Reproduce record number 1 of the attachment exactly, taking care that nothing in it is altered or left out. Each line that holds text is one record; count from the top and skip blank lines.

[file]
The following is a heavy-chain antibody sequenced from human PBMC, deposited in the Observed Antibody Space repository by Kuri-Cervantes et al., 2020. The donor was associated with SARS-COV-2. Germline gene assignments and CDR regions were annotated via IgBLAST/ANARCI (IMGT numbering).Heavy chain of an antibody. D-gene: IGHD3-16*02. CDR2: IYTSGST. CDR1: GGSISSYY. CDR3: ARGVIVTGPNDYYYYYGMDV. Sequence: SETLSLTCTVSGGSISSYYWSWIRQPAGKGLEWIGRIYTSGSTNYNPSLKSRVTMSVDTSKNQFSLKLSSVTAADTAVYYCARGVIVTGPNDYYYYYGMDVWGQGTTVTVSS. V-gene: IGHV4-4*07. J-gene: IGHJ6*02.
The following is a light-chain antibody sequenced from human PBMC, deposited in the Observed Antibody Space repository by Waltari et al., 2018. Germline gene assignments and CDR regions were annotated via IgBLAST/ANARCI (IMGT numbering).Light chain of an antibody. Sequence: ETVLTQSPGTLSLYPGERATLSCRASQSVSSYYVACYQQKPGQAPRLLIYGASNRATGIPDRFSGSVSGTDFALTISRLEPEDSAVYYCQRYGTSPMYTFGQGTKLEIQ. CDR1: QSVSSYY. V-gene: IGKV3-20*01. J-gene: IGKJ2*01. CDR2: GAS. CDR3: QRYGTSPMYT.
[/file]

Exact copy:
The following is a heavy-chain antibody sequenced from human PBMC, deposited in the Observed Antibody Space repository by Kuri-Cervantes et al., 2020. The donor was associated with SARS-COV-2. Germline gene assignments and CDR regions were annotated via IgBLAST/ANARCI (IMGT numbering).Heavy chain of an antibody. D-gene: IGHD3-16*02. CDR2: IYTSGST. CDR1: GGSISSYY. CDR3: ARGVIVTGPNDYYYYYGMDV. Sequence: SETLSLTCTVSGGSISSYYWSWIRQPAGKGLEWIGRIYTSGSTNYNPSLKSRVTMSVDTSKNQFSLKLSSVTAADTAVYYCARGVIVTGPNDYYYYYGMDVWGQGTTVTVSS. V-gene: IGHV4-4*07. J-gene: IGHJ6*02.